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InfoQ Homepage Presentations Understanding Java Garbage Collection and What You Can Do about It

Understanding Java Garbage Collection and What You Can Do about It

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Bio

Gil Tene has been involved with virtual machine technologies for the past 20 years and has been building Java technology-based products since 1995. He co-founded Azul Systems in 2002, where he pioneered Pauseless Garbage Collection, Java Virtualization, and various managed runtime and systems stack technologies that deliver the industry's most scalable and robust Java platform.

About the conference

SpringOne 2GX is a one-of-a-kind conference for application developers, solution architects, web operations and IT teams who develop business applications, create multi-device aware web applications, design cloud architectures, and manage high performance infrastructure. The sessions are specifically tailored for developers using the hugely popular open source Spring technologies, Groovy & Grails, and Tomcat. Whether you're building and running mission-critical business applications or designing the next killer cloud application, SpringOne 2GX will keep you up to date with the latest enterprise technology.

Recorded at:

Dec 05, 2011

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Community comments

  • Slides download

    by Asgeir Nilsen /

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    The download link for the slides doesn't work.

  • So what can you do about it?

    by Joe Adams /

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    This is a great presentation on "Understanding Java Garbage Collection" but not "and what you can do about it" In fact, the only piece of advice it has is don't use finalizers if you can avoid it. But I don't think many people use finalizers anyway.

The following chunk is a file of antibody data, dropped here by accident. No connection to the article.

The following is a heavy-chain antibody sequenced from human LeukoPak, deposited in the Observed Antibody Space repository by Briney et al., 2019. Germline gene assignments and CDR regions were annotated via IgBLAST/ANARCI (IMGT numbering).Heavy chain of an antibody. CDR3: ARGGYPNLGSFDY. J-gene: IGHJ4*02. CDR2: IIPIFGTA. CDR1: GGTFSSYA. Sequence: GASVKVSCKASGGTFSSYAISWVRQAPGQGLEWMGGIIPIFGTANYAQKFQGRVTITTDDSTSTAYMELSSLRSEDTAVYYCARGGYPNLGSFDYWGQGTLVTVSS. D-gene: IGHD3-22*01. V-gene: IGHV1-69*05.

• Re: So what can you do about it?

    by Barry Kelly /

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    Joe - if that's the only piece of advice you got out of it, then I think you probably didn't understand what you watched.

    To start with, there was advice about doubling memory to halve GC CPU usage, as a rule of thumb.

    But more importantly, understanding how the GC works indirectly helps you understand what you can do to affect it. For example, the generational hypothesis, that objects die young, directly affects how you architect your application: when you allocate an object, it should logically fall into one of two buckets: something transactional (e.g. associated with a server request or a UI event loop iteration) and ephemeral; or something long-lived, which is going to be rooted by the longer-term heap. The worst case is so-called "mid-life crisis", objects which live a reasonable amount of time and then die; think things like caches that get invalidated only after a few GC cycles have promoted them. They are expensive to collect; some kind of pooling strategy may pay off for caches, perhaps storing your caches in a serialized format in byte arrays, and pooling those byte arrays.

    But if you're looking for a laundry-list of tips and techniques, I think this is the wrong place. Such a cargo-cult approach would be a waste of Gil's time.

  • Re: Slides download

    by Howard Green /

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    Asgeir,

    Please try the download again -- looks like it is working fine. Be aware that the PDF is around 15 MB and will take a couple of minutes.

  • Great talk

    by Jude Paul /

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    Great talk; very informative. A couple of questions though:

    1. Gill told - a) Your process can be concurrent but not parallel b) Your process can be parallel but not concurrent c) It can be both.

    I think I understand a & c but b baffles me - isn't something parallel intrinsically concurrent?

    2. He talks about heap sizes in excess of 10G all the way up to 100G. Aren't there limitations on the amount of memory a single process can be allocated based on the OS/Hardware it runs on?

    Thanks

  • Re: Great talk

    by Johannes Jensen /